It is said we all have a book inside of us. Yet many people struggle with getting words onto paper (or onto the computer screen).
The new book, The Writer’s Process, provides some insights into this situation.
The book discusses what hinders our writing (hint: it’s called human nature) and what we can do about it.
The Writer’s Process “combines the field-tested practices of successful and productive writers with insights from cognitive science” (such as neuroscientific and psychological research), so that we might “master the inner game of the craft” in our own way.
I’ve written professionally for more than two decades, and the book confirmed many techniques I have discovered over the years. (I feel validated, but I digress.) Here are some of the techniques the author suggests to help us get in touch with our “inner book” or other missive.
- Alternate periods of writing with breaks. Most people get more done in three blocks of one hour each than in one three-hour block.
- “Freewrite.” Write without stopping for a given period of time or a given number of words.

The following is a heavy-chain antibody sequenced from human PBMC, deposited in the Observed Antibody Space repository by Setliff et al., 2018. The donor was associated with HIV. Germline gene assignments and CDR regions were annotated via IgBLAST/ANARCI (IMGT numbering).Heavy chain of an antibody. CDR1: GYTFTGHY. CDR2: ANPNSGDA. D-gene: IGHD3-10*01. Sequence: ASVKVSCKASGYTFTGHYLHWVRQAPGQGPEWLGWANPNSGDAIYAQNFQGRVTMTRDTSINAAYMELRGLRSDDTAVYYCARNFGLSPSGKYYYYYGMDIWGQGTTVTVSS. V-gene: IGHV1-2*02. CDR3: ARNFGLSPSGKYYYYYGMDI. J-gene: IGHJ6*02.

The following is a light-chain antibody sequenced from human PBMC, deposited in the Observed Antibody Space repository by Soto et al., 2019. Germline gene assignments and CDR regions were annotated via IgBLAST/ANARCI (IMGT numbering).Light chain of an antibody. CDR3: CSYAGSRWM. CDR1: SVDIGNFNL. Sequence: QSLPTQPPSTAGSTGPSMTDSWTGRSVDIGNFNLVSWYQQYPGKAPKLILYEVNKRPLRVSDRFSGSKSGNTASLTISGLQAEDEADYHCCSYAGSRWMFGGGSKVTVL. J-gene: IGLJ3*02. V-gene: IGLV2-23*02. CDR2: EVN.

- When you get stuck, make a note of the problem before you stop writing. Then take a break, sleep on it or change your environment. Chances are good your “muse” will figure it out before you start again.
- Get a good night’s sleep. (This isn’t spelled out in the book, but I recommend having a pad and pen near your bed to capture those inspirations that come first thing in the morning.)
- Write before going online. (Need I elaborate?)
- When researching, dig one level deeper than you plan to use.
- Begin with a deadline and work your schedule backwards to determine when you need to start and how much you need to do each day.
- Get feedback from people whose writing you respect. Be open to criticism and suggestions.
The book has many more helpful techniques that can help all of us liberate our inner books. I encourage you to read The Writer’s Process.